So in regard to the cell doors, window frames, and gratings. If the testimony satisfies you that these portions of the work were made substantially as required in the drawings, and that, if the doors are too large for the openings left to receive them, it is due either to the mistake of the mason or to a mistake in the scale on which the drawings were made, then plaintiffs ought not to suffer, and should recover for the value of the window frames put in place, and also for the value of that ready to be put in place, if it was made in conformity with the drawings, but subject to this reservation.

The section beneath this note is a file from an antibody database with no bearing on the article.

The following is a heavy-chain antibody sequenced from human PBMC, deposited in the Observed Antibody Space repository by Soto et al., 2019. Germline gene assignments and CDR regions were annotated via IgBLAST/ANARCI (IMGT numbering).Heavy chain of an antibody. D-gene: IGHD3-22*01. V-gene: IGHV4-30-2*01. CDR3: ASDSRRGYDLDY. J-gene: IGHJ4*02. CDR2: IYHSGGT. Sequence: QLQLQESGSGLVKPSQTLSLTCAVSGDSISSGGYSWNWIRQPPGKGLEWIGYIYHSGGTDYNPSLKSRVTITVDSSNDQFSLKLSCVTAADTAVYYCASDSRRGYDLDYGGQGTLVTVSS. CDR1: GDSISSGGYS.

The contract was an entirety, and the plaintiffs had no right to put in the window frames, cell doors &c., even if they complied in all respects with the drawings and specifications, if they at the same time insisted on putting in the partition also, which did not conform to the plans.
If you believe from the evidence that the plaintiffs insisted on putting in a partition which was not made according to the plans, then they cannot recover for the doors and window frames not put up and used, even though they may be properly constructed.